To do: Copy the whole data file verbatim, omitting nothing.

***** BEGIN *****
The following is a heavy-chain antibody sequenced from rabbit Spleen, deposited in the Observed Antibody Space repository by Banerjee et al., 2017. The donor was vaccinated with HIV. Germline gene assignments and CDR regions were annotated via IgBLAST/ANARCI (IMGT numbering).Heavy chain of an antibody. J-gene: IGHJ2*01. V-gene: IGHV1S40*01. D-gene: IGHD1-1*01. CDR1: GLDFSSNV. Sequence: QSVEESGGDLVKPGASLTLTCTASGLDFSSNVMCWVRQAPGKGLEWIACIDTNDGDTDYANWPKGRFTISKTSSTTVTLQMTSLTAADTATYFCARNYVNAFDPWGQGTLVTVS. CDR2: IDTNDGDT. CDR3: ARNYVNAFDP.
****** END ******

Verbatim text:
The following is a heavy-chain antibody sequenced from rabbit Spleen, deposited in the Observed Antibody Space repository by Banerjee et al., 2017. The donor was vaccinated with HIV. Germline gene assignments and CDR regions were annotated via IgBLAST/ANARCI (IMGT numbering).Heavy chain of an antibody. J-gene: IGHJ2*01. V-gene: IGHV1S40*01. D-gene: IGHD1-1*01. CDR1: GLDFSSNV. Sequence: QSVEESGGDLVKPGASLTLTCTASGLDFSSNVMCWVRQAPGKGLEWIACIDTNDGDTDYANWPKGRFTISKTSSTTVTLQMTSLTAADTATYFCARNYVNAFDPWGQGTLVTVS. CDR2: IDTNDGDT. CDR3: ARNYVNAFDP.